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Skeptic Summary #197

By The Staff
Posted on: 7/19/2008

Re-hi, pokey-pokey, no can run, north-vs-south, Catholics-vs-Catholics, another SFN and more!

Week ending July 19, 2008 (Vol 5, #25)

Welcome to the Skeptic Summary, a quick week-in-review guide to the Skeptic Friends Network and the rest of the skeptical world.

Forum Highlights:
Hello, world! - Siberia returns, and there was much rejoicing.

Metal wires come from tummy - A new use for office supplies.

No atheists, taxation without representation - Which states bar you from public office?

Why Canadians are more intelligent than Americans - What’s a “Canadian?”

Editor’s Choice: A Christian (Catholic) sense of proportion… - Still no condemnation of the condemners.

From the Archives: A challenge: I’m skeptical of skeptics too - Ditto for you, buddy.

Kil’s Evil Pick:
ScienceForums.Net - Yes, there is another SFN out there and it isn’t us! The good news is that it’s a science forum with lots of interesting threads and blogs. It’s a friendly and smart place and I plan to drop by often. I was turned onto the site by mooeypoo at TAM6 who caught me wearing our colors and had to know what this other SFN was about. She posts on the ScienceForums.Net site and has her own blog called Smarter Than That. When in Doubt, Try it Out! where she uses simple scientific experiments to demonstrate how much fun science can be.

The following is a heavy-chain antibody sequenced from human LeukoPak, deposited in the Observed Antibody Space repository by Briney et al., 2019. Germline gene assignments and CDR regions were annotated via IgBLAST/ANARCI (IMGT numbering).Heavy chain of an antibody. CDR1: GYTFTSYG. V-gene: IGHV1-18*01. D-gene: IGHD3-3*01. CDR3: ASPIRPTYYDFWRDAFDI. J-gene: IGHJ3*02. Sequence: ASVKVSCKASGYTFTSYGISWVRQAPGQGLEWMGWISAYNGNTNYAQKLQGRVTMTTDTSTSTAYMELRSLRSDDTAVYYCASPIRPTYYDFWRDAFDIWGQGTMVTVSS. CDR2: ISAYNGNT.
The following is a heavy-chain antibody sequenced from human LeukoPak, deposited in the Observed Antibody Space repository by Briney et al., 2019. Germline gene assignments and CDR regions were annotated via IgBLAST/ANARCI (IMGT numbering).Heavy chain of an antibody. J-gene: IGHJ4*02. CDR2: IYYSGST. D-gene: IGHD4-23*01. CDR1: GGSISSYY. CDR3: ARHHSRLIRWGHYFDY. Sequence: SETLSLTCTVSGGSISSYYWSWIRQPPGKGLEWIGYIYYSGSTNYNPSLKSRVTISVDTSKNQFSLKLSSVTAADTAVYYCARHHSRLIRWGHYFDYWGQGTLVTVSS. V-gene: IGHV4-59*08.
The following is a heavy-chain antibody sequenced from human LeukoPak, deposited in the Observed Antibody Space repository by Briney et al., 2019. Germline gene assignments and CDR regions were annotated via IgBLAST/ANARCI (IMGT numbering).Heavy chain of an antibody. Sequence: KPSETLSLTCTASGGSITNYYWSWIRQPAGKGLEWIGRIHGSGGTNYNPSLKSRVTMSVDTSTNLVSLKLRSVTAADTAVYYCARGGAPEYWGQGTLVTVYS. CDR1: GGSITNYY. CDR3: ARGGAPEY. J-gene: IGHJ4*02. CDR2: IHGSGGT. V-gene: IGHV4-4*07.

If knowledge can create problems, it is not through ignorance that we can solve them.
— Isaac Asimov

Chat Highlights:
Sunday: Our Sunday chat host is on vacation.

Wednesday (the 9th): TV, music, and iPods being stolen started things up. Also, a classic Kids In the Hall video. Food was up next with cooking lettuce, Chinese cuisine, and chili cook offs. Apparently both chefcrsh and Kil are both avid chefs. However no one else was, so the nerds in the audience started discussing different methods of mathematically quantifying information. Somehow, this lead into Kil’s back at TAM6 (he is on the right, wearing the SFN t-shirt). Tennis and cooking puns, hybrid material shortage, and future predictions on energy technology ended out the night.

Wednesday (the 16th): Chat started off with talk about web design and similar subjects. Then a controversy over whether a quote was too foul for the SkeptiQuote. Oddly enough, after this came sex, necrophilia laws by state, and other moral anarchy. Things got a bit better when a new topic was found: Kil’s back and other examples of bad “design.” Education was the main subject of the night, with one chatter in academia and another going into graduate school. Advice on all aspects of the graduate life was given, from who to sleep with, to who not to sleep with. We checked in on our good friend Mozina, and it turns out not much has changed. Everything came to an end after talking about different pain relievers, including a drink called “Liquid Schwartz.”

Come chat with us.

New Members This Week:

(Not a member? Become one today!)

Elsewhere in the World:
An evil atheist and a Catholic priest have a conversation…

Arguments for God

Dear Randy Olson — A Sizzle Review